There is a hierarchy of structures in plants and in meat (Fig. 8.1). Meat includes a number of different tissues (Lillford, 2001). Edible muscle tissues are of interest for food use and consequently for co-product recovery. Muscle cells and fibres approximate to long, small-diameter cylinders. Fibres are surrounded by the sarcolemma comprising cell membrane overlayed with endomysial connective tissue (Aguilera and Stanley, 1990).
Cereals, vegetables and fruit are the principal plant foods in the human diet. Plants contain different tissues although only the parenchymatous tissue is generally edible. The different tissue types can, however, respond differently to environmental factors such as freezing damage in carrot tissue (Saltveit, 2003), or show different propensities for extraction - as in sugar beet (Aguilera and Stanley, 1990). Other plants are grown directly for extraction of useful commodities (e.g. sugar beet, soybean, rapeseed, sunflower) and the post-extraction cake or pomace is the source for further component recovery.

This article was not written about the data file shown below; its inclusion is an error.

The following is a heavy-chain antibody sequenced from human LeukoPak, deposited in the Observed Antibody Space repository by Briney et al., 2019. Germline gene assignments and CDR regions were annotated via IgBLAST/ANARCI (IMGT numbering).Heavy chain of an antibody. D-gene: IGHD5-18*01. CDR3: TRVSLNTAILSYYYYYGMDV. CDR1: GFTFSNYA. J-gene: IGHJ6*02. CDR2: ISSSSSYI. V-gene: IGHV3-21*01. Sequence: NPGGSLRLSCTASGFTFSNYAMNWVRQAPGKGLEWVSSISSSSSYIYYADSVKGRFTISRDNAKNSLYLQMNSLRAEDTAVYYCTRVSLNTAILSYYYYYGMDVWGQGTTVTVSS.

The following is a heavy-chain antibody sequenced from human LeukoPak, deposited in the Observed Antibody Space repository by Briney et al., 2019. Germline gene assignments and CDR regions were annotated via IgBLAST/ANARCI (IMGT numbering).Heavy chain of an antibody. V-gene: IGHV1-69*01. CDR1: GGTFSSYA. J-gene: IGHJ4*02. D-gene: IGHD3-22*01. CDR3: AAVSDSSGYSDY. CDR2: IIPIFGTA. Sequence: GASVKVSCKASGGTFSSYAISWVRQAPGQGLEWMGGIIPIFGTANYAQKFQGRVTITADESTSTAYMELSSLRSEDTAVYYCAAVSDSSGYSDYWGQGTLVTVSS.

The texture and destructuring of plant tissues has its origins in two extreme modes of failure; the cells can either separate at their boundaries or break through the walls (Fig. 8.2). In practice, a combination of modes can exist (Verlinden et al., 1996). Intercellular air space is also a feature of many tissues.
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